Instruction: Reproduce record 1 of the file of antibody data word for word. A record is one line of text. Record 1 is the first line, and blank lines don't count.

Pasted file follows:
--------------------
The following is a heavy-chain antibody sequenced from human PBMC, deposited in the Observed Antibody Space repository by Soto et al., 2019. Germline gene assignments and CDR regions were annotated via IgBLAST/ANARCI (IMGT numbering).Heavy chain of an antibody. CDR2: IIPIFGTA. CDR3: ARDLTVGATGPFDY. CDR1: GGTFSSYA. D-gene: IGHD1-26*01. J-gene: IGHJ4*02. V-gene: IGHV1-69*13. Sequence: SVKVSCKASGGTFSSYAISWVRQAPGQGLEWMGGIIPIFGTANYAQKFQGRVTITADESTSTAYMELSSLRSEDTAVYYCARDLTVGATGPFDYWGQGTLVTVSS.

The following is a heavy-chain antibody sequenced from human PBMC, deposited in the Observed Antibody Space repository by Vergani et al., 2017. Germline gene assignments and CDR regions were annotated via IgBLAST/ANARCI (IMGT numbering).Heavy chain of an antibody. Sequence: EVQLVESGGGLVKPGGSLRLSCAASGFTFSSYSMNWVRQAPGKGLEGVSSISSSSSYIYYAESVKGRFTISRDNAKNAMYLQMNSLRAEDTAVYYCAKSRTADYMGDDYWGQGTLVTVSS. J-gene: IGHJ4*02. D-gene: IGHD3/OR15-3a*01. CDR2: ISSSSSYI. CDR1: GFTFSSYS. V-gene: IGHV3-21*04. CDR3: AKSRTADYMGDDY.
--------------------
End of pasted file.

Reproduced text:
The following is a heavy-chain antibody sequenced from human PBMC, deposited in the Observed Antibody Space repository by Soto et al., 2019. Germline gene assignments and CDR regions were annotated via IgBLAST/ANARCI (IMGT numbering).Heavy chain of an antibody. CDR2: IIPIFGTA. CDR3: ARDLTVGATGPFDY. CDR1: GGTFSSYA. D-gene: IGHD1-26*01. J-gene: IGHJ4*02. V-gene: IGHV1-69*13. Sequence: SVKVSCKASGGTFSSYAISWVRQAPGQGLEWMGGIIPIFGTANYAQKFQGRVTITADESTSTAYMELSSLRSEDTAVYYCARDLTVGATGPFDYWGQGTLVTVSS.